Risky business: Do native rodents use habitat and odor cues to manage predation risk in australian deserts?

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Abstract

In open, arid environments with limited shelter there may be strong selection on small prey species to develop behaviors that facilitate predator avoidance. Here, we predicted that rodents should avoid predator odor and open habitats to reduce their probability of encounter with potential predators, and tested our predictions using a native Australian desert rodent, the spinifex hopping-mouse (Notomys alexis). We tested the foraging and movement responses of N. alexis to non-native predator (fox and cat) odor, in sheltered and open macro- and microhabitats. Rodents did not respond to predator odor, perhaps reflecting the inconsistent selection pressure that is imposed on prey species in the desert environment due to the transience of predator-presence. However, they foraged primarily in the open and moved preferentially across open sand. The results suggest that N. alexis relies on escape rather than avoidance behavior when managing predation risk, with its bipedal movement probably allowing it to exploit open environments most effectively ? 2014 Spencer et al.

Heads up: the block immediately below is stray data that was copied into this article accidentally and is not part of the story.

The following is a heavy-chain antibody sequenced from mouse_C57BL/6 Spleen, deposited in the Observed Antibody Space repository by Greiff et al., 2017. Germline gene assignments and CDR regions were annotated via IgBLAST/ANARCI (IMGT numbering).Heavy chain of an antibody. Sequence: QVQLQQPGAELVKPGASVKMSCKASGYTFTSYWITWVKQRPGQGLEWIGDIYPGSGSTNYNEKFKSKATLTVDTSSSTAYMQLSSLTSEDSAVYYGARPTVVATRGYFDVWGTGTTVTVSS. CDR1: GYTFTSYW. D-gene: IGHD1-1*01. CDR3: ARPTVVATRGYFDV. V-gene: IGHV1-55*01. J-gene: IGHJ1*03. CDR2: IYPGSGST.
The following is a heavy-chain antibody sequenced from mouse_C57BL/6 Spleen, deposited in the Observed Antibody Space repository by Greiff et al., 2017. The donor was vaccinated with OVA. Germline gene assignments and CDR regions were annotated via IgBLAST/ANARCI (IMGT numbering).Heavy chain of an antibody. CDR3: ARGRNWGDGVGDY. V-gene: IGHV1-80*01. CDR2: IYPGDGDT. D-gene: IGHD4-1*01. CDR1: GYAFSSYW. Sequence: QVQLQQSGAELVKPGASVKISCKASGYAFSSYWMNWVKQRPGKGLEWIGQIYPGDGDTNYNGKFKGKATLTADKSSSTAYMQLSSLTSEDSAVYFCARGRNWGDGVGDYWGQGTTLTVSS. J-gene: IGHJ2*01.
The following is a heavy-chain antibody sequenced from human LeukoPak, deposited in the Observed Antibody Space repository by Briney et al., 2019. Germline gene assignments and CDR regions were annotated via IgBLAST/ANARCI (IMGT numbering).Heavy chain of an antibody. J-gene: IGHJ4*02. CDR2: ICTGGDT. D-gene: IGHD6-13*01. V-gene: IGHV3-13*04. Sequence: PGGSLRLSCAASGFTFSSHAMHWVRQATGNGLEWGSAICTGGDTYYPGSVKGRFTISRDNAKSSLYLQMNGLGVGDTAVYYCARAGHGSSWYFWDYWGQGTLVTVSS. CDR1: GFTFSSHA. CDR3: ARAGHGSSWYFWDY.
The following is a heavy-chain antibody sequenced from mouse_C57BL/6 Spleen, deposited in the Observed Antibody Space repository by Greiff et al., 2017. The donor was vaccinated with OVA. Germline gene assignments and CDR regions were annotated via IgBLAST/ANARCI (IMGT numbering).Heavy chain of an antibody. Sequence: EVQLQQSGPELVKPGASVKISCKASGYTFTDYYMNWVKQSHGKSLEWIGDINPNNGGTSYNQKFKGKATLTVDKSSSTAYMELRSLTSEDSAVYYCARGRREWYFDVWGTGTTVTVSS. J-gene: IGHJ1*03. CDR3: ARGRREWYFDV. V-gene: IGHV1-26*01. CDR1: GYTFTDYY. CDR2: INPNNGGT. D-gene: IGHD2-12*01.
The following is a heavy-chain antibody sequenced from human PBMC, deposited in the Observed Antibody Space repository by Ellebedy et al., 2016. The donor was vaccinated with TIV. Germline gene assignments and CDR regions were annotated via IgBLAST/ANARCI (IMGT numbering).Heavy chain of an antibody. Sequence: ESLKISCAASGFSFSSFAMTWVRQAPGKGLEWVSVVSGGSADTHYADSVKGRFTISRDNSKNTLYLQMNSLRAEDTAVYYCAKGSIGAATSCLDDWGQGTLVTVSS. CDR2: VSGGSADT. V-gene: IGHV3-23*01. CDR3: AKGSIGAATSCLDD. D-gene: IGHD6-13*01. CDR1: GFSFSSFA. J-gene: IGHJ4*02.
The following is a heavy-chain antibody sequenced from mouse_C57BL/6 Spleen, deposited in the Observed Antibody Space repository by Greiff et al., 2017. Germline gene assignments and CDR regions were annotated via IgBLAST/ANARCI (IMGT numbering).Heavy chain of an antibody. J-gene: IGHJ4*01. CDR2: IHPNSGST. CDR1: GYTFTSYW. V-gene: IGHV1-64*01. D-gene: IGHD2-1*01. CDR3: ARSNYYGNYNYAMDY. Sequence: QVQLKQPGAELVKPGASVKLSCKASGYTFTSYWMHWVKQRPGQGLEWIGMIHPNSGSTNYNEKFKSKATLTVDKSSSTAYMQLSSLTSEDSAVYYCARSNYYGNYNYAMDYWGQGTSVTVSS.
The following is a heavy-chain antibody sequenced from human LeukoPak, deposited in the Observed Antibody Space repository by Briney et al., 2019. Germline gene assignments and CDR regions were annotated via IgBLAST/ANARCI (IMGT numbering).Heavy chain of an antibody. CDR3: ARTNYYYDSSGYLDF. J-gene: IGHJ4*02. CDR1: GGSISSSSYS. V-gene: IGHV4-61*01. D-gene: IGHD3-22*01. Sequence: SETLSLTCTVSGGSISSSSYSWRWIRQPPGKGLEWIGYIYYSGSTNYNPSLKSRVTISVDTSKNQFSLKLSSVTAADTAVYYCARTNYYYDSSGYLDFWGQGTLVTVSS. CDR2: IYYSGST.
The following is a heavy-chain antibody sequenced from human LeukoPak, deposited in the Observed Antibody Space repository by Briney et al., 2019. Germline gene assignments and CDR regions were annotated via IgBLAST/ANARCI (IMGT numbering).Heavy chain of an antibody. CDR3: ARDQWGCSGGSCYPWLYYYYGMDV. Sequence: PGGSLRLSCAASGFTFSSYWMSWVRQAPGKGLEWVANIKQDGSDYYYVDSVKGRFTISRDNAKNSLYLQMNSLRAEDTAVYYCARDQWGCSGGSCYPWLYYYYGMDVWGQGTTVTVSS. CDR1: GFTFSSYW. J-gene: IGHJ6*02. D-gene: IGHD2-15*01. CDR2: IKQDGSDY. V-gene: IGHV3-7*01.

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Spencer, E. E., Crowther, M. S., & Dickman, C. R. (2014). Risky business: Do native rodents use habitat and odor cues to manage predation risk in australian deserts? PLoS ONE, 9(2). https://doi.org/10.1371/journal.pone.0090566

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